5. 5.  Most Important Issue  Decision making: K9 handler is faced with a decision or decisions based on information given in the in brief. How to approach situations with your dog. Relative Strengths and Weaknesses.  Tactics: Cover, Concealment, Communication (Handler & Back- Up), Officer Safety (Handler & Back- Up), Managing K9 (general control, weapon use, less lethal combinations, gear). These things are often left out of training.  Dog MUST have required foundation work and skills to be able to complete the scenario!  Trainer is either “testing” or “guiding” the decision making process.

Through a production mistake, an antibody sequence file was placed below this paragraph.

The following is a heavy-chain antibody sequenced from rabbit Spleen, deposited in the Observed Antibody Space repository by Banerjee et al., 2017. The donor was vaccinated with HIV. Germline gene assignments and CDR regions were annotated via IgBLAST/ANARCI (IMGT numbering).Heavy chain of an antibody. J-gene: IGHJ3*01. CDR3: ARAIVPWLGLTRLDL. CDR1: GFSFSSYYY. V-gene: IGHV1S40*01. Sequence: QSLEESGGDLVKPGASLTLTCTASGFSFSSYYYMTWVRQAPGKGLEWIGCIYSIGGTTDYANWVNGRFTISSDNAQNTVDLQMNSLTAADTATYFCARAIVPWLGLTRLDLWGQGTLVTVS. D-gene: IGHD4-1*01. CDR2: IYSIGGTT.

6. 6.  Purpose: K9 Skills or Tactical Approach or both?  Are K9 and handler Ready?  Beginning: Author decides what information to provide and what to leave ambiguous.  Planning the scenario is key…often things to no go the way the tester envisions!  Don’t test too many things at once, as it can lead to breakdown of the scenario.  If you identify a weakness in the dog’s ability, re-set the scenario to address it – don’t let the dog continue and get a bad experience.  Example: Area Search Scenario with 2 Suspects in a car junkyard.  Elements Being Tested:  Where to Start? Into Wind….  Where to place back-up?  Deployment/Tactical concept?….Clear, down and cover? Long Line? Off leash?  Tactics….When dog is on, does handler approach and clear as he goes? Placement of back-up during approach…  Is the dog ready to stay on the grip during a tactical approach?  If dog just alerts on a vehicle, recall to cover, and verbal challenge….once decoy #1 in custody, can the dog continue searching?  In the case it’s a bite, can the dog refocus and continue?  How does the handler deal with the dog if the dog is obsessed with first decoy?  Temporary intervention by the trainer can guide handler here….